Archive for the 'Religion' Category



Comment Of The Week

BY Herschel Smith
1 week, 3 days ago

Bill Foster:

The National Association Of Evangelicals seems a lot like a front group. How widely known is it that Focus on the Family’s CitizenLink/Family Policy Alliance political arm gets money form the Koch brother’s Freedom Partners? All this started once Focus on the Family’s board pushed out James Dobson. They got soft on sodomy and went all in on unlimited immigration, illegal and otherwise. In the case of Focus on the Family it seems to be all about the money. Remember, Satan is the great deceiver. Too many Christians today are being deceived by these Judas organizations and their leadership. Sadly it is the failings of the Christian Church in America that has opened the door for the fall of this once Christian country.

No.  I didn’t know that about Focus on the Family and James Dobson.  How sad.  It has become far too easy for “Christians” to compromise their faith, and when they do that, they aren’t really Christians at all.  They’re just imposters, and should be excommunicated and shunned as such.

National Association Of Evangelicals Wants Open Borders

BY Herschel Smith
1 week, 6 days ago

NAE:

Dear Mr. President:

As evangelical leaders representing tens of thousands of local churches, campus communities, and ministries we are concerned that the new “zero tolerance” policy at the U.S.-Mexico border, recently announced by Attorney General Sessions and being implemented by the Department of Justice and the Department of Homeland Security, has had the effect of separating vulnerable children from their parents. As head of the Executive Branch of the federal government, we are writing to ask you to resolve this situation of families being separated that you have rightly described as “horrible.”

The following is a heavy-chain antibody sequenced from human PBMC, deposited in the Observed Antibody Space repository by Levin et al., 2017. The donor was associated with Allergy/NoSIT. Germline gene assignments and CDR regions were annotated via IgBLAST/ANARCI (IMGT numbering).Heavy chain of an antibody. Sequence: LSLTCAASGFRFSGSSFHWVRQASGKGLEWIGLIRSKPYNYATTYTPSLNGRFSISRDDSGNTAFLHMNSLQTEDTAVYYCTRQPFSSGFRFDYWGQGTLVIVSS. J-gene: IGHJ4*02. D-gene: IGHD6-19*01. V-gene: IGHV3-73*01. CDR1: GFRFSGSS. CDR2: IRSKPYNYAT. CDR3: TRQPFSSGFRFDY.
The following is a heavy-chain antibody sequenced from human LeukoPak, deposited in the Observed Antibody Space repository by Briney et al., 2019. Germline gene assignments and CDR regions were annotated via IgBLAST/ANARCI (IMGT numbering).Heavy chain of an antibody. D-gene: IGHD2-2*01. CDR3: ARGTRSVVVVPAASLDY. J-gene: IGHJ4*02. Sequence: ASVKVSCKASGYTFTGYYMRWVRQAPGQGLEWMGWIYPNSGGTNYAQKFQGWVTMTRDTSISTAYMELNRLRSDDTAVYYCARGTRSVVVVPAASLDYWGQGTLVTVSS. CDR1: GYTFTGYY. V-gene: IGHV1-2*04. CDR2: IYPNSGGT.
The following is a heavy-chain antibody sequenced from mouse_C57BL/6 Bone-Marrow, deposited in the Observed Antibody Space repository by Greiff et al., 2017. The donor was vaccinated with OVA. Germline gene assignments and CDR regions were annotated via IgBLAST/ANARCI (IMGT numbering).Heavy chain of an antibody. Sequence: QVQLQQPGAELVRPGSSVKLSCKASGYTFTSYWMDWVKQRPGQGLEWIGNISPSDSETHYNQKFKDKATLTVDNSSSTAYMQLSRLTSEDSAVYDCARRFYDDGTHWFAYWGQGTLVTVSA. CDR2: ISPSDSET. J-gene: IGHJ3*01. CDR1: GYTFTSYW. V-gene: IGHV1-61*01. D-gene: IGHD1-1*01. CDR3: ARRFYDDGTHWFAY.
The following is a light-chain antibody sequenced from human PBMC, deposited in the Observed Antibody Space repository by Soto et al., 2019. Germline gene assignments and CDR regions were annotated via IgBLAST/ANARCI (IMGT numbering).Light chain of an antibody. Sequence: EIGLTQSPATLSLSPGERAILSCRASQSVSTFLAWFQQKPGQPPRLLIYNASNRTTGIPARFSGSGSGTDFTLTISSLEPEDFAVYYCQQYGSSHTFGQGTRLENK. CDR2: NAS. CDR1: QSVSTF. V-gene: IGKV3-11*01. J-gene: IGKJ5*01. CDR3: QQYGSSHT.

As evangelical Christians guided by the Bible, one of our core convictions is that God has established the family as the fundamental building block of society. The state should separate families only in the rarest of instances. While illegal entry to the United States can be a misdemeanor criminal violation, past administrations have exercised discretion in determining when to charge individuals with this offense, taking into account the wellbeing of children who may also be involved.

A “zero tolerance” policy removes that discretion—with the effect of removing even small children from their parents. The traumatic effects of this separation on these young children, which could be devastating and long-lasting, are of utmost concern.

U.S. law currently allows individuals with a credible fear of persecution to request asylum whether the individual enters with a valid visa, requests asylum at a port of entry, or is apprehended seeking to enter without a visa. Not every individual arriving will merit asylum protection, but we would ask that families be kept together while ensuring each individual asylum seeker is afforded due process according to our laws.

We are also concerned that there are fewer legal possibilities for those with a well-founded fear of persecution to be considered for refugee status without needing to make it to the U.S. border. The U.S. Refugee Resettlement Program has allowed many fleeing persecution in Central America and elsewhere to register as refugees abroad and be thoroughly vetted before coming lawfully to the U.S. However, with significantly fewer refugees being admitted in recent years, there are fewer options for those fleeing persecution. Those facing legitimate threats to their lives often feel they have no choice but to leave their countries and seek asylum elsewhere.

We respectfully ask you to work with Attorney General Sessions and Secretary Nielsen to reverse this “zero tolerance” policy and instead urge law enforcement entities to exercise discretion to protect the unity of families.

This is what happens when spiritual “leaders” no longer believe in the applicability of God’s law to individuals.  The state becomes responsible for everything, including administering grace rather than justice.  No mention is made of the fact that illegals are law-breakers.